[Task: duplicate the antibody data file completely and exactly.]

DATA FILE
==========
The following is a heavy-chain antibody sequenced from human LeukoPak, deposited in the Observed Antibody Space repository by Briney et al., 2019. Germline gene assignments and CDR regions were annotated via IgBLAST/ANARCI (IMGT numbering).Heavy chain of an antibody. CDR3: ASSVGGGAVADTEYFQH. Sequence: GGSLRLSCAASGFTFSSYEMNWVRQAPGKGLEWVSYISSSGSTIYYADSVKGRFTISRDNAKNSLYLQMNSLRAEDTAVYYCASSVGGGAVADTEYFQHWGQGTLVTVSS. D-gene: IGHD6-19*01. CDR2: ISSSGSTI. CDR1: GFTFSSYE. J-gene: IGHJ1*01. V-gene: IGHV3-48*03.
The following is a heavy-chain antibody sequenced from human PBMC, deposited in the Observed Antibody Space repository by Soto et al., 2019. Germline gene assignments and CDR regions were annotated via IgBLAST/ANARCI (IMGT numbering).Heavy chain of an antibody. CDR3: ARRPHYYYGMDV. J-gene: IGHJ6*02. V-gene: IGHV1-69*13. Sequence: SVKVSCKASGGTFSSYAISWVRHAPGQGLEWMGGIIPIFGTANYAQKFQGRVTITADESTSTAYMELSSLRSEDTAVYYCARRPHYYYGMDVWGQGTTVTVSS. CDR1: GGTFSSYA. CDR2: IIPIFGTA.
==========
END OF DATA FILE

The following is a heavy-chain antibody sequenced from human LeukoPak, deposited in the Observed Antibody Space repository by Briney et al., 2019. Germline gene assignments and CDR regions were annotated via IgBLAST/ANARCI (IMGT numbering).Heavy chain of an antibody. CDR3: ASSVGGGAVADTEYFQH. Sequence: GGSLRLSCAASGFTFSSYEMNWVRQAPGKGLEWVSYISSSGSTIYYADSVKGRFTISRDNAKNSLYLQMNSLRAEDTAVYYCASSVGGGAVADTEYFQHWGQGTLVTVSS. D-gene: IGHD6-19*01. CDR2: ISSSGSTI. CDR1: GFTFSSYE. J-gene: IGHJ1*01. V-gene: IGHV3-48*03.
The following is a heavy-chain antibody sequenced from human PBMC, deposited in the Observed Antibody Space repository by Soto et al., 2019. Germline gene assignments and CDR regions were annotated via IgBLAST/ANARCI (IMGT numbering).Heavy chain of an antibody. CDR3: ARRPHYYYGMDV. J-gene: IGHJ6*02. V-gene: IGHV1-69*13. Sequence: SVKVSCKASGGTFSSYAISWVRHAPGQGLEWMGGIIPIFGTANYAQKFQGRVTITADESTSTAYMELSSLRSEDTAVYYCARRPHYYYGMDVWGQGTTVTVSS. CDR1: GGTFSSYA. CDR2: IIPIFGTA.